- Alexa’s voice listening is fantastic and better than Home hub. It has eight microphones.
- Alexa doesn’t understand pronouns. For instance, when I ask “Alexa, how old is Tom Brady?” it gives his correct age, but if I come back with, “Alexa, what team does he play for?” it has no memory of the previously-named subject, Tom Brady.
- Alexa can’t handle multiple commands at once. Tasks like making a shopping list are hard. With Alexa, you have to say “Alexa, add butter to my shopping list.” and then repeat the process for each item.
- Alexa can learn different voices, but it doesn’t work nearly as well as Google. On Alexa, multi-voice setup takes a long time and doesn’t work well. With Google’s setup, everyone uses their own Google account and downloads the Home app, and it takes a couple of minutes. With Amazon, the user has to be in “Your Household” on Amazon.com (you’re only allowed two adults in the household). This isn’t ideal if you have multiple roommates.
- You can set up “Routines,” which is Alexa’s way of compensating for not understanding multiple commands at once. You create a word or phrase like, “Alexa, Cam’s my favorite online reviewer” and have specific lights turn on, along with other smart tasks, simultaneously.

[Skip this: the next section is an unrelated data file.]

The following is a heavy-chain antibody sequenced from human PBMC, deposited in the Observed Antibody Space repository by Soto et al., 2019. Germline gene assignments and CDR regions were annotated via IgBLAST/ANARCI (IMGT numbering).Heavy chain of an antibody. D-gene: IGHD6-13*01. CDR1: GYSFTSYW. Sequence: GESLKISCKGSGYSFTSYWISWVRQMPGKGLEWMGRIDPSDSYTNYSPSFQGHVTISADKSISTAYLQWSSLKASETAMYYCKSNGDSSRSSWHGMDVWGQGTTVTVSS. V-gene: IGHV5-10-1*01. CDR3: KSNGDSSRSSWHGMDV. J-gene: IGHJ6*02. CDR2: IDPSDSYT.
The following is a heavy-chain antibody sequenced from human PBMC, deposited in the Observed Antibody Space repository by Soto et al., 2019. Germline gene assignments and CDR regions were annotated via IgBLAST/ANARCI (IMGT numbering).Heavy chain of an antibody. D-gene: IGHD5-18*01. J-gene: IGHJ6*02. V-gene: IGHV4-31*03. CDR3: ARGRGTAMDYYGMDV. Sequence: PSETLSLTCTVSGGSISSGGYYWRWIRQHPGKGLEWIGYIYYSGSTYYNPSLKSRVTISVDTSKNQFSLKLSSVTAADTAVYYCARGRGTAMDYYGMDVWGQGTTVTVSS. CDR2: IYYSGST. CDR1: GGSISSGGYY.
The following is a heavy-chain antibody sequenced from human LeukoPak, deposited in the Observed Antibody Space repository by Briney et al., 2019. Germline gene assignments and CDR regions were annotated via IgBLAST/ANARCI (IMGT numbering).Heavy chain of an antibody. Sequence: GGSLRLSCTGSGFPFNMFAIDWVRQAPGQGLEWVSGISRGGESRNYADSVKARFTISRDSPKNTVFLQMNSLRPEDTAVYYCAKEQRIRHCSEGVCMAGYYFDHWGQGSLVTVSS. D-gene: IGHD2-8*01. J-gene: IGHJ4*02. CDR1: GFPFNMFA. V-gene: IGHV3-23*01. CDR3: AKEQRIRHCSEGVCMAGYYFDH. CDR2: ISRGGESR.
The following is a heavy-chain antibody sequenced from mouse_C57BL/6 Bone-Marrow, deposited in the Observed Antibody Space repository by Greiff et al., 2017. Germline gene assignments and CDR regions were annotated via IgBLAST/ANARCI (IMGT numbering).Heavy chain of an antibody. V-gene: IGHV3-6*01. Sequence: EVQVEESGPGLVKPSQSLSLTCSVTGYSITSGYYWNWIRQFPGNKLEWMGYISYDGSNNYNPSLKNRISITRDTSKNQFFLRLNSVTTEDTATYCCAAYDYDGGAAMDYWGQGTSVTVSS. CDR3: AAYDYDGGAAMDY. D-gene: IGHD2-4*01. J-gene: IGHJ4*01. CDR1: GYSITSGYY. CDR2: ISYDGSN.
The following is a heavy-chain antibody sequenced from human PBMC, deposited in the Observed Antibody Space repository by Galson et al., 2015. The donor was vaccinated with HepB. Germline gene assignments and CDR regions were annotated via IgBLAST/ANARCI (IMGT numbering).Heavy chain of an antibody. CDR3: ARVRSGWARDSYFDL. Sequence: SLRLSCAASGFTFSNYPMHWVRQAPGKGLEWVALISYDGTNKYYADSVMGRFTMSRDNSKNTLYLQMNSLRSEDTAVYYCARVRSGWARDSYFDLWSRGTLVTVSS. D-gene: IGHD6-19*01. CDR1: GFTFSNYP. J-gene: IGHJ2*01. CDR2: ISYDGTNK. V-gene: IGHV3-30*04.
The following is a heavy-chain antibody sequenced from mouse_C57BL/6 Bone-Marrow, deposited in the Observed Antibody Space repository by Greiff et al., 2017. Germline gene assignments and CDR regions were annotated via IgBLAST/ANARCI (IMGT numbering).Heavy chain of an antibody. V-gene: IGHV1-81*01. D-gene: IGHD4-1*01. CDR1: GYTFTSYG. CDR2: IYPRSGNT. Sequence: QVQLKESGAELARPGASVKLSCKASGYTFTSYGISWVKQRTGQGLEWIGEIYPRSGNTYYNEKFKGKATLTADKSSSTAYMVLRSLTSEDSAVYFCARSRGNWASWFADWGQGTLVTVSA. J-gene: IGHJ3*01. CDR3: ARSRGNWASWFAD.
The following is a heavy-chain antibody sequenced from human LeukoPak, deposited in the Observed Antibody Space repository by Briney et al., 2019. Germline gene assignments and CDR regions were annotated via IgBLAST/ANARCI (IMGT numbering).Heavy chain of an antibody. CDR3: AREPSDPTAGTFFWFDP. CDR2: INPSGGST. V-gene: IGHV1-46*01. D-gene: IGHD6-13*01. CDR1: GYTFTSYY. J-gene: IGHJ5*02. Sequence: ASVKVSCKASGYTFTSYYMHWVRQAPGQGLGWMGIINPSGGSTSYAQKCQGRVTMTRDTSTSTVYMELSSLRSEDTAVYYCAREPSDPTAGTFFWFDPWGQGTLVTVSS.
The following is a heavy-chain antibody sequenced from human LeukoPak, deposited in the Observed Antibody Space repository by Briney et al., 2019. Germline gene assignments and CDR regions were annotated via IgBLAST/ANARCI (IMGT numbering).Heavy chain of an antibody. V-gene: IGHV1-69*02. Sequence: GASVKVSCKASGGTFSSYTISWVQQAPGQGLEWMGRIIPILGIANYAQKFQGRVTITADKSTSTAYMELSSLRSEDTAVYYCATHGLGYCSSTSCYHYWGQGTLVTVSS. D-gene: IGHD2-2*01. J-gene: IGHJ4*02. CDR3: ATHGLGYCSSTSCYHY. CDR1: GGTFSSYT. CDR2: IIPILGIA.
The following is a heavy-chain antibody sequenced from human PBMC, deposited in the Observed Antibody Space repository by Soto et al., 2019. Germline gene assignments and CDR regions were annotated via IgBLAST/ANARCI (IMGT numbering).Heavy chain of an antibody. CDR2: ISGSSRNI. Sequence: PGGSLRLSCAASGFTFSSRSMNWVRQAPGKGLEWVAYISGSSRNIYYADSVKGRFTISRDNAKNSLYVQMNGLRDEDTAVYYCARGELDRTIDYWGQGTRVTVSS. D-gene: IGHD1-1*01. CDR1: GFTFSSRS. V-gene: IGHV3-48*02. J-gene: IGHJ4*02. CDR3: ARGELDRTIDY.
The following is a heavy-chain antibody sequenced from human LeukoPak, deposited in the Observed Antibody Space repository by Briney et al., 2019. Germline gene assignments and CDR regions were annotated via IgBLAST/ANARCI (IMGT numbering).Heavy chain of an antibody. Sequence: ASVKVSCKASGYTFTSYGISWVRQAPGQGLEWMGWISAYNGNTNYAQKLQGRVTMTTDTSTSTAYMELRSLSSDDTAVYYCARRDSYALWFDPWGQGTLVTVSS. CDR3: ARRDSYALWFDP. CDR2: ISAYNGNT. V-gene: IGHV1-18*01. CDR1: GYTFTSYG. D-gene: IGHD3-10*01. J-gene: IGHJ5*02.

Things To Do (B+)
- You can use this as a kitchen TV, but there isn’t much content available. You can use Hulu or Amazon Video, but Alexa usually can’t figure out which episodes to play from your voice.
- You can access your smart devices and routines by swiping from the top, but the interface looks bad, is slow and often takes multiple taps to complete a task.
- You can use Firefox or Amazon Silk to browse the internet, but the web browsing experience is clunky and slow with an awful keyboard.
- There’s no YouTube app, but you can say “Alexa, open YouTube” and it’ll open YouTube in your preferred web browser. It’s a workaround, and it isn’t smooth. If YouTube is important to you, you want Google Home Hub.
- Amazon is marketing it as a device for the kitchen, which sounds great because I like following video recipes (from Facebook or YouTube) rather than reading them. The problem is it’s hard to watch the videos you want because you can only bring up videos with your voice, and there isn’t much content available.
- To make things worse, Google and Amazon have beef, and YouTube is no longer allowed on Echo Show. For cooking videos, you’re stuck with Amazon’s content or AllRecipes, which is hard to navigate.
- If you’re just looking for text recipes, Echo Show is a better option because the screen is bigger and the recipes are optimized perfectly step by step. Echo Show uses a combination of Kitchen Stories, Side Chef, and Allrecipes for recipes.